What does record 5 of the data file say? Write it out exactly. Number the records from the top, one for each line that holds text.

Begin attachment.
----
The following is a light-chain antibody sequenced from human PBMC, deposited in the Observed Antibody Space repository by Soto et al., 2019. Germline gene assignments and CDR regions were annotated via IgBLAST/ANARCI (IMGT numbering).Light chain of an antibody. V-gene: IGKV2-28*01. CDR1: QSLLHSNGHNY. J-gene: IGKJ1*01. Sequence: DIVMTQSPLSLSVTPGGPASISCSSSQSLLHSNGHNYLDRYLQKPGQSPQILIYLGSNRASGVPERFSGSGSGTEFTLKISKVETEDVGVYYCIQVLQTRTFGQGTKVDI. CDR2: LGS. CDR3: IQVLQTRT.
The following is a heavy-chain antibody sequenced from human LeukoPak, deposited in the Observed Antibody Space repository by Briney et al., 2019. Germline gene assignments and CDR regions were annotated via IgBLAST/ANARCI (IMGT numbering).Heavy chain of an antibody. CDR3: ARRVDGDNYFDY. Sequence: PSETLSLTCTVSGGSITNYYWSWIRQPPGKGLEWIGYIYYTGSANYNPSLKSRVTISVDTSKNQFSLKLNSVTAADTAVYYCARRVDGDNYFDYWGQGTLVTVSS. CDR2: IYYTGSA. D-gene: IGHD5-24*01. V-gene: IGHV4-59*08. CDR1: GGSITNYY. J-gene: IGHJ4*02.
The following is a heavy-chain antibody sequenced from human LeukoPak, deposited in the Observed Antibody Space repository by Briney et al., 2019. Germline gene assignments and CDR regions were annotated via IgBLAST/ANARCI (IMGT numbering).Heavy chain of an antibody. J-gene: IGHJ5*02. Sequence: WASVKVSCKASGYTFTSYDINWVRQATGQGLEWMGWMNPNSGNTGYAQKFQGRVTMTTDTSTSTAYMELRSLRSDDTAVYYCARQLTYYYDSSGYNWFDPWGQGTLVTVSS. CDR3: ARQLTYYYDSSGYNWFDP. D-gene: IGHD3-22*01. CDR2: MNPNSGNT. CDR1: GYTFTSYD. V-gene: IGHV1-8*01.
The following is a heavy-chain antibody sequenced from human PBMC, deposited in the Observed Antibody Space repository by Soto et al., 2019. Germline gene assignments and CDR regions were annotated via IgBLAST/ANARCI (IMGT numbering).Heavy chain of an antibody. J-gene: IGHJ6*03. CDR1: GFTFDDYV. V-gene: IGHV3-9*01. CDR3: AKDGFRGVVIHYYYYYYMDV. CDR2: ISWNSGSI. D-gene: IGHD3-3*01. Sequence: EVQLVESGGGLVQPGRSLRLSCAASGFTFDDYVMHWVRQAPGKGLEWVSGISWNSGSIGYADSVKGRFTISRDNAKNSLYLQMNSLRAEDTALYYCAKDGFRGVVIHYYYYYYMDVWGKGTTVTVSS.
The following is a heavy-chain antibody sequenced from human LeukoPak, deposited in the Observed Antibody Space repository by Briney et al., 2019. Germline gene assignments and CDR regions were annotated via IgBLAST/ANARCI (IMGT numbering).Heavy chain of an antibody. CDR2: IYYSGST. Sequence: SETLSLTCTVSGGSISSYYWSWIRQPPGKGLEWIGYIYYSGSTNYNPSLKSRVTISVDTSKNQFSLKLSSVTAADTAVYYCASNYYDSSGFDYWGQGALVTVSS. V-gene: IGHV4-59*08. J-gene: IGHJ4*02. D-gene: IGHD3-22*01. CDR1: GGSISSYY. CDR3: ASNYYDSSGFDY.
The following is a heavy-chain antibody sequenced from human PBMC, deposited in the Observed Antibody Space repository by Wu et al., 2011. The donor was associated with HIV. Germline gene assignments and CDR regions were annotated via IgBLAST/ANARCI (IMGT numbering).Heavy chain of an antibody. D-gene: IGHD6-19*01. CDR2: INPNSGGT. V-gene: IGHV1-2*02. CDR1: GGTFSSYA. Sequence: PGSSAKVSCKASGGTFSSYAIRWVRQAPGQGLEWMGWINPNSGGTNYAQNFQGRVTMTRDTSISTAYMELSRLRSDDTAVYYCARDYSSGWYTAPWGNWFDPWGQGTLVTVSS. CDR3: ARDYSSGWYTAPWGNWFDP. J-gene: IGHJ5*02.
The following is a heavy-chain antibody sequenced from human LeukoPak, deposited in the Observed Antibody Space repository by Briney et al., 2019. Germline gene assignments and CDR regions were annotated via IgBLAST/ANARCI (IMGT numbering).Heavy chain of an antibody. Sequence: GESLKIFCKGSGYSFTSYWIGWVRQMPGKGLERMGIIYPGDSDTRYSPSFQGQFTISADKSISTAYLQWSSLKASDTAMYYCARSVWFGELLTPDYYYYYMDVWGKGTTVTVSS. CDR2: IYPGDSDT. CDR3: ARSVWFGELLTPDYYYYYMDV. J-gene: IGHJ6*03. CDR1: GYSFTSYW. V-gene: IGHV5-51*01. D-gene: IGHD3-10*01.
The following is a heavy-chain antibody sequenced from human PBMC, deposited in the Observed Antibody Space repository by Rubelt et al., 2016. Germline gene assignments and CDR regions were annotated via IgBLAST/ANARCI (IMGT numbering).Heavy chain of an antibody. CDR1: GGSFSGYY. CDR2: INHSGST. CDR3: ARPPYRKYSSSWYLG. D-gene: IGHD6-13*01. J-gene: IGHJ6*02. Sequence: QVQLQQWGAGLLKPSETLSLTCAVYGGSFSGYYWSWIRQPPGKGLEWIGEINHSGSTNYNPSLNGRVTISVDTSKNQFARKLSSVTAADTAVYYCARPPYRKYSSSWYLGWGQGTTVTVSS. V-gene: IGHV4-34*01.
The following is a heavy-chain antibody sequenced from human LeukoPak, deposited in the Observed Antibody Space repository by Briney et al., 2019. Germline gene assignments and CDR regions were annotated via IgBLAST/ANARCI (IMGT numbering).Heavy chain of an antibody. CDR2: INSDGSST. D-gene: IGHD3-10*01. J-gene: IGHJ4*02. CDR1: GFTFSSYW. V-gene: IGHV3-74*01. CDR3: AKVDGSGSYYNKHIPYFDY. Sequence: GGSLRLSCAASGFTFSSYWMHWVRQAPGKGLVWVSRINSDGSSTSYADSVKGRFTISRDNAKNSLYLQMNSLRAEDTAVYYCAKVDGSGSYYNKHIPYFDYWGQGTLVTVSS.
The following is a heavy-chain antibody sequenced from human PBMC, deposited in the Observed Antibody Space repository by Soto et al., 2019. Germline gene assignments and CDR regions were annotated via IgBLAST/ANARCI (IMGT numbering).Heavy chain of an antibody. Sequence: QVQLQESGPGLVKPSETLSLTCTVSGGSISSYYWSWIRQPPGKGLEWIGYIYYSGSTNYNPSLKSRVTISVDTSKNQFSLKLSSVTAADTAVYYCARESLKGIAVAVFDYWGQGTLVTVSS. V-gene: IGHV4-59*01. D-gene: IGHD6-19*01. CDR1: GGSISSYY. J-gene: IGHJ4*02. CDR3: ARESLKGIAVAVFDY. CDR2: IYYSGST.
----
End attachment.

The following is a heavy-chain antibody sequenced from human LeukoPak, deposited in the Observed Antibody Space repository by Briney et al., 2019. Germline gene assignments and CDR regions were annotated via IgBLAST/ANARCI (IMGT numbering).Heavy chain of an antibody. CDR2: IYYSGST. Sequence: SETLSLTCTVSGGSISSYYWSWIRQPPGKGLEWIGYIYYSGSTNYNPSLKSRVTISVDTSKNQFSLKLSSVTAADTAVYYCASNYYDSSGFDYWGQGALVTVSS. V-gene: IGHV4-59*08. J-gene: IGHJ4*02. D-gene: IGHD3-22*01. CDR1: GGSISSYY. CDR3: ASNYYDSSGFDY.